2017 (English)In: Standing Conference on Organizational Symbolism, XXXV SCOS Roma, Carne – Flesh and Organization: Book of abstracts. Università Degli Studi di Roma la Sapienza, Rome, 10-13 July 2017, 2017, p. 63-63Conference paper, Oral presentation with published abstract (Refereed)
Abstract [en]

Following Agatha Christie (1942), we investigate the mysterious case of the body found in the library. A dead body of an older woman is found in the public library, well dressed, with platinum blonde hair, and completely unknown to everyone at the premises. She appears to have been strangled, though we are still waiting for the coroner's report. The police have been called, but can they be trusted to uncover the truth? Meanwhile, the unprepossessing Miss Marple, conducting her own investigation, has established beyond doubt the identity of the dead woman: it is the body of Knowledge. 

But who has killed Knowledge and why? It is clear that the culprit is one of the characters present at the murder scene, but who? Was it Monsieur Foucault, with his basilisk like panoptical gaze, revolting against her power? Could it have been Herr Nietzsche, who one drafted her into the mobile army of metaphors and no one has truly spoken with her since? Or perhaps kind Polányi úr, who is said to have been enamoured with her once? Did her tacit acceptance of social mores drive the mild-mannered professor to murder? Meanwhile, Mr Karl Popper has been observed acting quite suspiciously; did he falsify the clues while testing his hypothesis on ignorance not being the same as the absence of Knowledge? 

This paper will be written in the old school dialogical style of a SCOS from before the formatting era (b.f.e.) and presented in a theatrical fashion of that same style. No apologies will be given. Powerpoints are unlikely. A mystery will be solved though complications will abound. If references are required, please allow the aforementioned Ms Christie and Mr Guillet de Monthoux (2004) to fulfil these noble roles.

National Category
Business Administration
Research subject
Economy, Business administration
Identifiers
urn:nbn:se:lnu:diva-68916 (URN)
Conference
Standing Conference on Organizational Symbolism, XXXV SCOS Roma, Carne – Flesh and Organization. Università Degli Studi di Roma la Sapienza, Rome, 10-13 July 2017
Available from: 2017-11-22 Created: 2017-11-22 Last updated: 2017-12-06Bibliographically approved
Izak, M., Kostera, M. & Zawadzki, M. (Eds.). (2017). The Future of University Education. London: Palgrave Macmillan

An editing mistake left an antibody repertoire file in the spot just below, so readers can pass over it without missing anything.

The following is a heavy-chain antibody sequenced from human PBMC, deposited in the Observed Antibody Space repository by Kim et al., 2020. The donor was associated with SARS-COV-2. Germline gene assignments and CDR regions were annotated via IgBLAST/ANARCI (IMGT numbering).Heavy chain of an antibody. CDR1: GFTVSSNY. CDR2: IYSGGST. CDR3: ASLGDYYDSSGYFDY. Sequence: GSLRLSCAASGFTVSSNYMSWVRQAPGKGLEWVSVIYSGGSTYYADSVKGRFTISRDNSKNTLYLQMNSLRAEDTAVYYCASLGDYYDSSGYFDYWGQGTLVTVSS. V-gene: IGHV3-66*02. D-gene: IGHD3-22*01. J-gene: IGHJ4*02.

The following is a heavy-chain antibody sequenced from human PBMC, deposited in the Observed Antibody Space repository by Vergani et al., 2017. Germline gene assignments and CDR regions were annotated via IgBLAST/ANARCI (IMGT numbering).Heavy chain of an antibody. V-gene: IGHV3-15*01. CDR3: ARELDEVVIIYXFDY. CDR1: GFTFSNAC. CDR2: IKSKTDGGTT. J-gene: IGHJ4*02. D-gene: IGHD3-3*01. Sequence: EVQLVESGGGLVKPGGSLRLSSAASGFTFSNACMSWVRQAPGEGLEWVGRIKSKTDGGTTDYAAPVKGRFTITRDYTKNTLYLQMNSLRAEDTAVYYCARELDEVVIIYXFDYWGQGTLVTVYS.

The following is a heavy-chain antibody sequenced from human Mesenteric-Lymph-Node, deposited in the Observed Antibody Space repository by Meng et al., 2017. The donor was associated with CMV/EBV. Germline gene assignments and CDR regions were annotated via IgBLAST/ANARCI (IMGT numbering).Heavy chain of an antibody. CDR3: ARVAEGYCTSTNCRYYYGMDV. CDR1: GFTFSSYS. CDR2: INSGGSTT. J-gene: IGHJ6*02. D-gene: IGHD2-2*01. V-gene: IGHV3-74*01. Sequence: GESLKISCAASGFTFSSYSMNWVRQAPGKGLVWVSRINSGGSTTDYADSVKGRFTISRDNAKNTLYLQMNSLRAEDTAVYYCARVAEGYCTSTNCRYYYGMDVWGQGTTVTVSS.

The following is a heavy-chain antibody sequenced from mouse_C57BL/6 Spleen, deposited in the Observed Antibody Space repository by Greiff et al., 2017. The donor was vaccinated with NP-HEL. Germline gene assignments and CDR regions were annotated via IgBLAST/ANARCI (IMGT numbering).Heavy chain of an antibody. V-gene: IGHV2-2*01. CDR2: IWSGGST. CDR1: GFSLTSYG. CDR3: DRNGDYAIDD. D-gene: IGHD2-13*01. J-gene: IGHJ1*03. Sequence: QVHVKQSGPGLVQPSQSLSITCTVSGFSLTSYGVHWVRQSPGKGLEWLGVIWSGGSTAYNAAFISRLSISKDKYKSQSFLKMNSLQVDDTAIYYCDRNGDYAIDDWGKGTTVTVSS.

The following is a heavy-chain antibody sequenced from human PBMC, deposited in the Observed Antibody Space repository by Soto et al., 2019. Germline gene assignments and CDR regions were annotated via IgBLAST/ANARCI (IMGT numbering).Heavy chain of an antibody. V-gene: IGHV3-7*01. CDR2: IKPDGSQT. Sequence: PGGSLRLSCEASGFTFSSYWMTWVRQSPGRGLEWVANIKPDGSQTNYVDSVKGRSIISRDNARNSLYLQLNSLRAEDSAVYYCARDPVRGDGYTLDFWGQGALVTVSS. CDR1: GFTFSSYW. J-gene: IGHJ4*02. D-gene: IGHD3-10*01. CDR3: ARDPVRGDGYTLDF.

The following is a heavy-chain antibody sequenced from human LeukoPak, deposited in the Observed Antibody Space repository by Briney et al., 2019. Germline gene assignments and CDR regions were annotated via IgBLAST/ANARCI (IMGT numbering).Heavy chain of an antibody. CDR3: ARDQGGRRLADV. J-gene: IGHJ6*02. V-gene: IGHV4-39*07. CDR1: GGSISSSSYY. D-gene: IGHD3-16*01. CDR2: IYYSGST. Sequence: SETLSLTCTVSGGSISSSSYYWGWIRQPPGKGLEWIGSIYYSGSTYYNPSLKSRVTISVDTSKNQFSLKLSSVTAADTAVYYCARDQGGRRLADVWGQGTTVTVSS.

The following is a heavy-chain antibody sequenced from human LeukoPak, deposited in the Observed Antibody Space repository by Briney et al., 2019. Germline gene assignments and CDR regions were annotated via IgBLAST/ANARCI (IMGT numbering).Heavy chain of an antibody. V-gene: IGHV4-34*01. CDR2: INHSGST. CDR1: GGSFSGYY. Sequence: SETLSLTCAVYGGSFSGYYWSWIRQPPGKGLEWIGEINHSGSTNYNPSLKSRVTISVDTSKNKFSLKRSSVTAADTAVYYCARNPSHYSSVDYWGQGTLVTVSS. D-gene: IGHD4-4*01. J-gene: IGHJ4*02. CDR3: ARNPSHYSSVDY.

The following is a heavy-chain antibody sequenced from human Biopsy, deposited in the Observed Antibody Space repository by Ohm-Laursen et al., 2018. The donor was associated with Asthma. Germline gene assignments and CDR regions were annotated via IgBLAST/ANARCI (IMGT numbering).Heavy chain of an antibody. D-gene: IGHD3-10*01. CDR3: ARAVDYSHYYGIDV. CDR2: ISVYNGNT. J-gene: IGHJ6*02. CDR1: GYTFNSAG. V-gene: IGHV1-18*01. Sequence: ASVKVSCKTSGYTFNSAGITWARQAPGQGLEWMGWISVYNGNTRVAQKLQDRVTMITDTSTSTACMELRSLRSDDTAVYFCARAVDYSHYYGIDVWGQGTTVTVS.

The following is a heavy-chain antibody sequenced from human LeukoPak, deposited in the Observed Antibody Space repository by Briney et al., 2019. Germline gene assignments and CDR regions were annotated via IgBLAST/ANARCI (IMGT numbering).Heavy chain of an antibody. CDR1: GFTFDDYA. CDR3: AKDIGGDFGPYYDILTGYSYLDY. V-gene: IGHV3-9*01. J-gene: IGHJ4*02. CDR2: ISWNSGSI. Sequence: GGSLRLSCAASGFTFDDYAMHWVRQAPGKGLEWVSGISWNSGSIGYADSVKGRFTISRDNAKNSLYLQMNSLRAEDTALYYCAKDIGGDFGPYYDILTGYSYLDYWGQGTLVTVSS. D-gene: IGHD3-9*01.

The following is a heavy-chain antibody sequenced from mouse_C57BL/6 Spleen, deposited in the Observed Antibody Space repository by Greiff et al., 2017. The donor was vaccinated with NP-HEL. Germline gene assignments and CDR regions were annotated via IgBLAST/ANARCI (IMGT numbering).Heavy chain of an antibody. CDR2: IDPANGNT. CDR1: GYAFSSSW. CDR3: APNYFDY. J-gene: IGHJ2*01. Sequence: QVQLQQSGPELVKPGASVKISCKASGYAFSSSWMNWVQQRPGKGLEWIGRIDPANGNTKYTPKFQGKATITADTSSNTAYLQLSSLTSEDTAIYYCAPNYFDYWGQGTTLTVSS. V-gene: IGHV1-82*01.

Open this publication in new window or tab >>The Future of University Education
2017 (English)Collection (editor) (Refereed)
Abstract [en]

This collected volume of essays offers glimpses of the future of university education. While universities consider the spirit of theoretical exchange and intellectual pursuit to be a defining trait of their identity, this book argues that this heritage is disappearing under the influence of the short-term demands of societies and markets. Universities used to be sites of dissent, civil courage and societal conscience, but have now instead become little more than pseudo-businesses, rendering them incapable of remaining critical or independent. However, with more people going to university every year, there is a strong resistance to the notion that the university as a collegial and critical institution is dead, among academics as well as the broader public. With contributions from scholars across the world, this edited collection explores the ramifications of marketization on universities, and provides glimpses of what higher education will look like in the future. It will be of great interest to teachers and students in higher education, as well as policy makers and those interested in the current and future state of higher education.

Place, publisher, year, edition, pages
London: Palgrave Macmillan, 2017. p. 346
Series
Palgrave Critical University Studies
Keyword
university, academia, education, higher education
National Category
Educational Sciences
Research subject
Pedagogics and Educational Sciences
Identifiers
urn:nbn:se:lnu:diva-68907 (URN)10.1007/978-3-319-46894-5 (DOI)978-3-319-46894-5 (ISBN)
Available from: 2017-11-22 Created: 2017-11-22 Last updated: 2018-05-09Bibliographically approved
Organisations
Identifiers
ORCID iD: ORCID iD iconorcid.org/0000-0002-5303-5544